Now, about that pesky little problem of the Medieval Warm Period, 800 - 1300 AD, when the Vikings were visiting Greenland.

That Was Short-Lived -- QE3 -- So, What's Next?


October 4, 2012: mortgage rate hits record low -- 3.36 percent

Original Post

Update: Fed Easing Has Little Impact So Far -- Out of Bullets? Prior to QE3, I posted that I was hoping the Fed would announce QE3: I was curious if the Fed had any more arrows in its quiver. 

Apparently not.
The Federal Reserve's latest easing program may be nicknamed "QE Infinity" on Wall Street, but it's having a very limited effect on the markets and economy so far
Stocks have been flat to slightly lower since the central bank announced the third round of its quantitative easing program — QE3 — while economists remain pessimistic that it will achieve its stated goal of bringing down the unemployment rate. Consequently, sentiment is beginning to build that the Fed may be running out of bullets
Sentiment is building for some. For others it's already a fact: the Fed has run out of bullets. 

Original Post On September 24, 2012, MDW wrote:

Is QE3 Already a Failure? 

Riding a bike gives one a lot of time to think. Seeing the market swoon again today, and the price of oil drop again, suggests to me, at least, that QE3, announced just a week or so ago, is already a failure. When it was announced, I thought as much. I have no idea what the expectations were, and don't even know if I have the whole story, but apparently the Fed is just buying more mortgage-backed securities. With mortgages already about as low as they can go, and folks still not buying, suggests that mortgages are not the issue. So, I'm probably all confused on that, and my reasoning is probably all wrong, but the bottom line for me is that there was nothing in QE3 that excited me. And today, while riding around Belmont (a suburb of Boston), I simply thought that QE3 is already a failure.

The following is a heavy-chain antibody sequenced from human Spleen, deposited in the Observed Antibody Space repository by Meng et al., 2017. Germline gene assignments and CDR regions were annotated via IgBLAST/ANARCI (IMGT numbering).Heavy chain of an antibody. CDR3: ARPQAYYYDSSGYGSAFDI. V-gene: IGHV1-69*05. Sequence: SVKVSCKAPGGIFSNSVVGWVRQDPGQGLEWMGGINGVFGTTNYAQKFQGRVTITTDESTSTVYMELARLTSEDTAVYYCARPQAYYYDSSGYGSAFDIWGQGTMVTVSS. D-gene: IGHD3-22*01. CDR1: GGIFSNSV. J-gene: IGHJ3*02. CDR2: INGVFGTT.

So, tonight, looking at today's business news, that's the Yahoo!Finance headline: if QE3 doesn't do what it's supposed to, the Federal Reserve is ready to step in and buy other assets (with money it doesn't have):
The Federal Reserve could expand its stimulus package to include assets other than mortgage-backed securities if the U.S. economy fails to respond to its latest effort to jump-start the economy. 
The article says the Fed is limited by what it can buy, but those boundaries are not written in stone; they can be modified.

I'm hoping they considering buying "stuff" that makes it easier for me to finance the following: a) a new Honda Civic; b) a new Apple MacAir; and, c) a new, high-end bicycle. I wonder if there's a way they could throw in a pre-paid Starbucks card for military vets?

You Can Now Pay For Your Starbucks Coffee With An iPhone App

Click here for the story.
Starbucks has added Passbook support to its iPhone app [App Store], as perhaps the highest profile app to embrace the feature. Starbucks customers can use its app to store gift cards and use QR codes on the phone to quickly pay for food and drinks without needing cash or credit cards. Additionally, the company keeps track of purchases for its rewards program.
This story would have held little interest for me (I don't have/own/use a SmartPhone), except for the fact the person ahead of me in Starbucks this morning paid for her coffee by having the cashier scan her QR code from her iPhone.

We all have our crosses to bear. For me, it's a hassle getting my billfold out of my backpack to find my Starbucks card.